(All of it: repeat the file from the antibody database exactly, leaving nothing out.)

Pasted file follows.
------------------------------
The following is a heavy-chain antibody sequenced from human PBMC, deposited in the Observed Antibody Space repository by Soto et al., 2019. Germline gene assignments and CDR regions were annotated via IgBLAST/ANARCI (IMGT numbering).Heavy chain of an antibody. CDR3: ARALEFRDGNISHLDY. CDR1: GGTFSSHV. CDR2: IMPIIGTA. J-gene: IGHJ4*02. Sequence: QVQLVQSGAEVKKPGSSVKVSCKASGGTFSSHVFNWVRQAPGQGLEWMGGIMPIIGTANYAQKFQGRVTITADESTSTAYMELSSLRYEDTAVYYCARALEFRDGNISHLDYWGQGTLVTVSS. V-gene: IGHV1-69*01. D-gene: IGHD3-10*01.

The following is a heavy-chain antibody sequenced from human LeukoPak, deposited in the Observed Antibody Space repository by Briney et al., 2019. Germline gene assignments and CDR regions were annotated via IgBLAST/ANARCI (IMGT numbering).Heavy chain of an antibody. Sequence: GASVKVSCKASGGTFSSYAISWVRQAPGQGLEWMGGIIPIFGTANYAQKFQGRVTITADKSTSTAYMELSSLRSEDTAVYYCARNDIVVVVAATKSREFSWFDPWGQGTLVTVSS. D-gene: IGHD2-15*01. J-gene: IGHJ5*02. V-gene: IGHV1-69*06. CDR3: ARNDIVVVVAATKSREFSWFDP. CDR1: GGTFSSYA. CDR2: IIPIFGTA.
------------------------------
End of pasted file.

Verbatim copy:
The following is a heavy-chain antibody sequenced from human PBMC, deposited in the Observed Antibody Space repository by Soto et al., 2019. Germline gene assignments and CDR regions were annotated via IgBLAST/ANARCI (IMGT numbering).Heavy chain of an antibody. CDR3: ARALEFRDGNISHLDY. CDR1: GGTFSSHV. CDR2: IMPIIGTA. J-gene: IGHJ4*02. Sequence: QVQLVQSGAEVKKPGSSVKVSCKASGGTFSSHVFNWVRQAPGQGLEWMGGIMPIIGTANYAQKFQGRVTITADESTSTAYMELSSLRYEDTAVYYCARALEFRDGNISHLDYWGQGTLVTVSS. V-gene: IGHV1-69*01. D-gene: IGHD3-10*01.

The following is a heavy-chain antibody sequenced from human LeukoPak, deposited in the Observed Antibody Space repository by Briney et al., 2019. Germline gene assignments and CDR regions were annotated via IgBLAST/ANARCI (IMGT numbering).Heavy chain of an antibody. Sequence: GASVKVSCKASGGTFSSYAISWVRQAPGQGLEWMGGIIPIFGTANYAQKFQGRVTITADKSTSTAYMELSSLRSEDTAVYYCARNDIVVVVAATKSREFSWFDPWGQGTLVTVSS. D-gene: IGHD2-15*01. J-gene: IGHJ5*02. V-gene: IGHV1-69*06. CDR3: ARNDIVVVVAATKSREFSWFDP. CDR1: GGTFSSYA. CDR2: IIPIFGTA.